It had been a long time since we had heard the term Jackson Whites. A caller to our show mentioned that he encountered someone whom he called a "Jackson White" when he was recalling a story about selling stuff to strangers.

We used to hear references to this legendary group of people from time to time when people would tell stories relating to North Jersey. Younger people under 40 have probably never heard of the Jackson Whites.

It was considered a derogatory term by the group and in 1980 the state of New Jersey officially recognized them as the Ramapough Mountain People of the Ramapough Mountains of Bergen and Passaic counties.


The term Jackson-Whites was either derived from the name of the Jackson White heirloom potato or a distortion of Jacks and Whites referring to their mixed ancestry. Their DNA is a mix of African, Dutch and Native American.

How the group actually started has a variety of different versions. This passage is from a 1972 article on mixed-race studies by Daniel Collins of North Carolina State University, which noted the stereotypes believed by some North Jersey residents of those generations:

"Among local people of the Ramapo Valley, which crosses the New York–New Jersey border at Suffern, New York, the term “Jackson White” denotes a group of mixed breed persons who are held to have descended from the amalgamated issue of renegades, outlaws, and whores of various colors who at various times throughout the eighteenth century sought the sanctuary of the Ramapo Mountains. The name “Jackson White” connotes a racial anomaly spawned by inbreeding and intermarriage, born into ignorance and degeneracy, and condemned to poverty, feeblemindedness, and suspicion."

We've heard from some older listeners that they would take people up to Stagg Hill in the Ramapo Mountains just to see the people, much like people still do today with the Amish.

Google Maps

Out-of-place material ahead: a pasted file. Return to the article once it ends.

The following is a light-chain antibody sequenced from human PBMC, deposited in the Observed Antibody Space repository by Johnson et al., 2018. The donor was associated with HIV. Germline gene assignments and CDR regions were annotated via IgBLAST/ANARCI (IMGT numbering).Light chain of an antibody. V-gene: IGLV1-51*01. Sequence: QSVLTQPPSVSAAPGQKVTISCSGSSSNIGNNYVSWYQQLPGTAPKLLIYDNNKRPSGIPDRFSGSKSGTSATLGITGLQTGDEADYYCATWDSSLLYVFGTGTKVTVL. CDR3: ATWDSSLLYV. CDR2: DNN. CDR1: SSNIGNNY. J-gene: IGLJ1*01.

Google Maps

Another place where people would encounter these folks was Cupsaw Lake in Ringwood New Jersey. 

For people who've never heard of the Jackson Whites it's an incredible discovery of a group of people very rarely talked about these days.

Whether the population has blended into society or dwindled in numbers or people are less likely to talk about things like this in an ever more politically correct environment is anyone's guess.

You can still see some of the more prominent names in the community. They're Dutch surnames like Degroat, Defreese, Van Dunk, and Mann, and likely originate from Dutch slave masters as individuals were emancipated during the 1800s.


No one talks about encounters with the legendary Jackson-Whites in recent years. All of the stories are from 40 years ago or more. Now that they are known as the Ramapough Mountain people by the State of New Jersey, but they still do not have federal recognition as a Native American tribe. 

There are plenty of published pieces on the web for you to check out.

The state of New Jersey is so full of surprises that you can learn something new every day.

How the world saw New Jersey — 1940s to 1980s

This is how New Jersey saw the world from 1940-to 1980. All these photos are from AP and Getty publications, meaning they were used in a magazine or newspaper. There has been plenty of inventions and history made in New Jersey. Check the photos below.

Gallery Credit: Nicholas Damelio

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Opinions expressed in the post above are those of New Jersey 101.5 talk show host Dennis Malloy only.

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